The Olympia Farmers Market continues to be an early campaign issue for the District 3 Port of Olympia Commission race, with incumbent Jeff Davis once again defending comments he made about the market that he says have been taken out of context.
Davis and challenger Sue Gunn appeared Monday at an Olympia Rotary Club luncheon at the Red Lion Hotel Olympia, fielding questions from the meeting moderator and the audience.
The gathering, which also included Thurston County auditor candidates Gary Alexander and Mary Hall, was moderated by Olympian Publisher George Le Masurier.
One of the audience questions was about the market’s future and whether the port would take back the market space for marine terminal storage.
“The answer is no,” Davis told the audience, adding that the commission and the port staff are not at all interested in eliminating the farmers market.
After the meeting, Davis explained that in the past he has jokingly said the port might have to take back the market space because of the port’s growing storage needs.
Gunn, though, has seized on those comments and made them part of her Sue Gunn for Port Commissioner website, which includes a video of Davis during a port commission meeting.
Gunn, who said she has been endorsed by 57 vendors at the market, said the vendors are concerned about their relationship with the port.
“It feels adversarial to them,” she said, although she acknowledged that the port has taken steps to reduce the cost of the farmers market lease.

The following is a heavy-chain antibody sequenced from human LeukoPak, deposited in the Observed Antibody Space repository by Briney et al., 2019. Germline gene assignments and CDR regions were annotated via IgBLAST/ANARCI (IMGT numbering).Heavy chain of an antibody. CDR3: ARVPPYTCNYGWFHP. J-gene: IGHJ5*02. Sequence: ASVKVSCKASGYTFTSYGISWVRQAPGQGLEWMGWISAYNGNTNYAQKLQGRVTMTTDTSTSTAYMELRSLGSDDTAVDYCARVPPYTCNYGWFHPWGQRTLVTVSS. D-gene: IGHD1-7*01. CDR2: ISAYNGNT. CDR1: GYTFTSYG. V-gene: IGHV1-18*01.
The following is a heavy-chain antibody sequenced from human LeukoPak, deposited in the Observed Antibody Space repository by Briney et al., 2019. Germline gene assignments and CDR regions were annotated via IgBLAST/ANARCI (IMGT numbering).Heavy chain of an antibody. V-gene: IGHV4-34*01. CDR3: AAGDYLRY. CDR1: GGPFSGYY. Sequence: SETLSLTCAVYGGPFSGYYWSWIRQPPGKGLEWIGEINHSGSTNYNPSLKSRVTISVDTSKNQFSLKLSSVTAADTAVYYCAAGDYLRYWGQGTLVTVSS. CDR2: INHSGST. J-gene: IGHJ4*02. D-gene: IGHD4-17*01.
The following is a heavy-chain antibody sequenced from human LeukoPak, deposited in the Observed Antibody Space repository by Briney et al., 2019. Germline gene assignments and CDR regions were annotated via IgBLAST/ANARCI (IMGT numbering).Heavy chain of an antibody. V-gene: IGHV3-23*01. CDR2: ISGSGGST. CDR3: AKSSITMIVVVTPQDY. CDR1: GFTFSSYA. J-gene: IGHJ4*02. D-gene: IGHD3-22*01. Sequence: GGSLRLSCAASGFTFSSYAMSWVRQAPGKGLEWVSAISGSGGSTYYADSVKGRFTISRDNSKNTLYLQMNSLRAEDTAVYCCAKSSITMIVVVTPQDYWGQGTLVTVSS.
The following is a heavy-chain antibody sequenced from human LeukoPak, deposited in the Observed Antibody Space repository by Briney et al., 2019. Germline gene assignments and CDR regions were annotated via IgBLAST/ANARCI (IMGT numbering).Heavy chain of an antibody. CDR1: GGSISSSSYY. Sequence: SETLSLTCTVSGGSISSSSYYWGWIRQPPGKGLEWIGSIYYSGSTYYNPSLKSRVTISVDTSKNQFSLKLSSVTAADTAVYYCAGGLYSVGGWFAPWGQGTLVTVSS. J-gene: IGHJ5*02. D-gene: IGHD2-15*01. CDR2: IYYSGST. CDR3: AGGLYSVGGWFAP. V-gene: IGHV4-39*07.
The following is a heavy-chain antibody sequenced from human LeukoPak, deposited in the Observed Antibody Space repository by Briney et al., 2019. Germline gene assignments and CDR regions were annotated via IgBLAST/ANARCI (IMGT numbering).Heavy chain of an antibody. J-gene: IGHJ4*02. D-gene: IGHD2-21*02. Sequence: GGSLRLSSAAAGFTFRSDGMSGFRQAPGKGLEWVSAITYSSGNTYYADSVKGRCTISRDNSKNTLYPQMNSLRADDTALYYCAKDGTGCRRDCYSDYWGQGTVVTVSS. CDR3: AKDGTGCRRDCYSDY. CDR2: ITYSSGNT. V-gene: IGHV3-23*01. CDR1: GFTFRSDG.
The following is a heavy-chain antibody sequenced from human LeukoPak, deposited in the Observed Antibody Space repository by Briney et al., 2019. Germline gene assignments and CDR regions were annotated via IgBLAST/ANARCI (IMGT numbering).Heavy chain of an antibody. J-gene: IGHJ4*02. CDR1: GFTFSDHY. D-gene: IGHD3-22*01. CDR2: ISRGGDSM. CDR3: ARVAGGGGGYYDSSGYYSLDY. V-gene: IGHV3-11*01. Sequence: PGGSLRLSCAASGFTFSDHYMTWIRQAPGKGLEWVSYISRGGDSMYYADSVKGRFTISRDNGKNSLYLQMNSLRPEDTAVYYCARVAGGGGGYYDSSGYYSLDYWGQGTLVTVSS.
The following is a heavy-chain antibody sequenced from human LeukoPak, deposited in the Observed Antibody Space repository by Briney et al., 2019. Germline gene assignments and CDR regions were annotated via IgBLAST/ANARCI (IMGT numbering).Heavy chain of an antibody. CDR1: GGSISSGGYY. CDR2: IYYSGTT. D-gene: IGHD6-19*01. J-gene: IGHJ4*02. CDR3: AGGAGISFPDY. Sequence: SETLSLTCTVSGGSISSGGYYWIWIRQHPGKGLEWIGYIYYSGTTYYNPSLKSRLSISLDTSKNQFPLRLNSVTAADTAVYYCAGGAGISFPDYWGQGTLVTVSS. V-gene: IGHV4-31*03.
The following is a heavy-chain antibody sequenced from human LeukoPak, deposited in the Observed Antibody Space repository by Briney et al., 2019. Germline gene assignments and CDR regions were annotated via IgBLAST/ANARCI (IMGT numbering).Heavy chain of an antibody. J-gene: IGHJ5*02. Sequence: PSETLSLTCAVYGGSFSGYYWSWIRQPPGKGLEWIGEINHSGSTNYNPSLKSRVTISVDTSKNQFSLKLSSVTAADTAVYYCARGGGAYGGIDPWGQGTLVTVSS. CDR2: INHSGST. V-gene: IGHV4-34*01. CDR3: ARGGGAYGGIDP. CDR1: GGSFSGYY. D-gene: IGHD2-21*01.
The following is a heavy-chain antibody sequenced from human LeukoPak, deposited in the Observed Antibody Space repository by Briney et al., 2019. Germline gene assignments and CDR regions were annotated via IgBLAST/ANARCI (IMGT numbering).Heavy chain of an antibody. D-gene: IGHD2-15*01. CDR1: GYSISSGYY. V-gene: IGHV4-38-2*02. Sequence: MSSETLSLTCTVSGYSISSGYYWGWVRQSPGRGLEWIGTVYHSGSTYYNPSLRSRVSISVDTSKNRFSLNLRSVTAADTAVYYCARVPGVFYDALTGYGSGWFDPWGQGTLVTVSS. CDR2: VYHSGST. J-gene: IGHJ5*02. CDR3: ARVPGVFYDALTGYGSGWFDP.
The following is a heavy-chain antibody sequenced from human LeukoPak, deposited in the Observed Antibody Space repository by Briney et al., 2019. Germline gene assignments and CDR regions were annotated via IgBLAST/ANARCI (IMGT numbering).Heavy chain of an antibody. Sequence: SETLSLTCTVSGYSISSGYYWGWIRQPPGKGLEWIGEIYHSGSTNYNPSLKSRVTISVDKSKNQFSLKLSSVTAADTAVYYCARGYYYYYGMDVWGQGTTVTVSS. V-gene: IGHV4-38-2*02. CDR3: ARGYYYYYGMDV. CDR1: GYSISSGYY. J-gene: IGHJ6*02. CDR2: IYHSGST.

Port districts aren’t allowed to operate farmers markets, so the port signed a ground lease with the city of Olympia, which owns the buildings at the market.
Gunn and Davis also were asked their opinions about Capitol Lake and the port’s property tax levy, which will generate $4.8 million this year.
Although the future of Capitol Lake does not rest in the port commission’s hands, Gunn said she supports turning the lake into an estuary, meaning the water would rise and fall with the tide, and at low tide it would be a mud flat. Davis said he is receptive to an estuary, but only if there is money in place for regular dredging of the Budd Inlet shipping channel because of the sediment that is expected to build up over time.
Regarding the levy, Gunn said she supports reducing the tax and that the port’s business units should operate in the black.
Davis wanted to make clear to the audience that the revenue generated by the levy does not pay for port operations — it is used to pay down debt and for environmental cleanup — and that the port’s levy rate of about 20 cents per $1,000 of assessed value is relatively low. Port districts are allowed to levy up to 45 cents per $1,000 of assessed value, according to the Washington Public Ports Association.
Davis, 45, was elected to the commission in 2009. He is a longshore worker who works mostly in the Longview area.
Gunn, 65, holds a doctorate in isotope geochemistry. She also has been involved in environmental causes, including as director of budgets and appropriations with The Wilderness Society.
Davis and Gunn have had no problems raising money. Davis has raised almost $22,000, while Gunn has raised $12,700. Labor groups are the top contributors to the Davis campaign, while Gunn has received most of her funds from individuals.
Rolf Boone: 360-754-5403 email@example.com